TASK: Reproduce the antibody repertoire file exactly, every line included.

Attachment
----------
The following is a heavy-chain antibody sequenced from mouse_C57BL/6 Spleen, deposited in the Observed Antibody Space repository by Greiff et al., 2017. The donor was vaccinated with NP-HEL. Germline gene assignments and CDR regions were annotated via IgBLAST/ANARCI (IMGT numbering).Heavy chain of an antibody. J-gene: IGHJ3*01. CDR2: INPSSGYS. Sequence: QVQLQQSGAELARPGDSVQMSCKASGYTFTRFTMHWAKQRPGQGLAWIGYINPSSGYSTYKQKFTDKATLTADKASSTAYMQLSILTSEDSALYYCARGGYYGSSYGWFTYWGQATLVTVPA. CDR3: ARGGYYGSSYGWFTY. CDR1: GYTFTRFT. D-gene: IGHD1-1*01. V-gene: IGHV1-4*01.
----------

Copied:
The following is a heavy-chain antibody sequenced from mouse_C57BL/6 Spleen, deposited in the Observed Antibody Space repository by Greiff et al., 2017. The donor was vaccinated with NP-HEL. Germline gene assignments and CDR regions were annotated via IgBLAST/ANARCI (IMGT numbering).Heavy chain of an antibody. J-gene: IGHJ3*01. CDR2: INPSSGYS. Sequence: QVQLQQSGAELARPGDSVQMSCKASGYTFTRFTMHWAKQRPGQGLAWIGYINPSSGYSTYKQKFTDKATLTADKASSTAYMQLSILTSEDSALYYCARGGYYGSSYGWFTYWGQATLVTVPA. CDR3: ARGGYYGSSYGWFTY. CDR1: GYTFTRFT. D-gene: IGHD1-1*01. V-gene: IGHV1-4*01.